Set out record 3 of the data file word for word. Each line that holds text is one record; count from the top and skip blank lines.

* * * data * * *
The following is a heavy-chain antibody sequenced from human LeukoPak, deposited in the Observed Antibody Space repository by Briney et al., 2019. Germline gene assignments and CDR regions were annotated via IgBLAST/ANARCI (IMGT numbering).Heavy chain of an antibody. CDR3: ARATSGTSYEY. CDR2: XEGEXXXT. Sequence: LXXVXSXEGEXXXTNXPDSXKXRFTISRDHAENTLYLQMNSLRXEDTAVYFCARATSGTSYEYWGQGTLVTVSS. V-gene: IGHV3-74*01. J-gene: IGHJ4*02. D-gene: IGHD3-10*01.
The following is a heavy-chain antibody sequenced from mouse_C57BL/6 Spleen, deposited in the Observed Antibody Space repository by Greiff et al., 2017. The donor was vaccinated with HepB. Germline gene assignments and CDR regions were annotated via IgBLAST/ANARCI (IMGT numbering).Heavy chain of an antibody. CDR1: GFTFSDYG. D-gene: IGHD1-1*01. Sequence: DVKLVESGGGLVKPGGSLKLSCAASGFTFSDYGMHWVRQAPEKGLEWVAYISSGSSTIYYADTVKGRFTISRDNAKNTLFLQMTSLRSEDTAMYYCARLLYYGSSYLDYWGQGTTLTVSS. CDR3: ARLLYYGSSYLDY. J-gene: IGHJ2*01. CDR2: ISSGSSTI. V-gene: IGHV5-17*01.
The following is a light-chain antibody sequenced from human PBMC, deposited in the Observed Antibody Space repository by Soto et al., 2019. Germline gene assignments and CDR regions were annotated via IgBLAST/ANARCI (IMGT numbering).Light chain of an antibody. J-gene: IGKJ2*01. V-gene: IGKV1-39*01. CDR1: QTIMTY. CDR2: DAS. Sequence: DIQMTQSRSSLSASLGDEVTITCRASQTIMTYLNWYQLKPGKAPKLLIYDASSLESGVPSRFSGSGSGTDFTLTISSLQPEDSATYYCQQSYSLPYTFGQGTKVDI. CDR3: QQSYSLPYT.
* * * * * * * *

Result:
The following is a light-chain antibody sequenced from human PBMC, deposited in the Observed Antibody Space repository by Soto et al., 2019. Germline gene assignments and CDR regions were annotated via IgBLAST/ANARCI (IMGT numbering).Light chain of an antibody. J-gene: IGKJ2*01. V-gene: IGKV1-39*01. CDR1: QTIMTY. CDR2: DAS. Sequence: DIQMTQSRSSLSASLGDEVTITCRASQTIMTYLNWYQLKPGKAPKLLIYDASSLESGVPSRFSGSGSGTDFTLTISSLQPEDSATYYCQQSYSLPYTFGQGTKVDI. CDR3: QQSYSLPYT.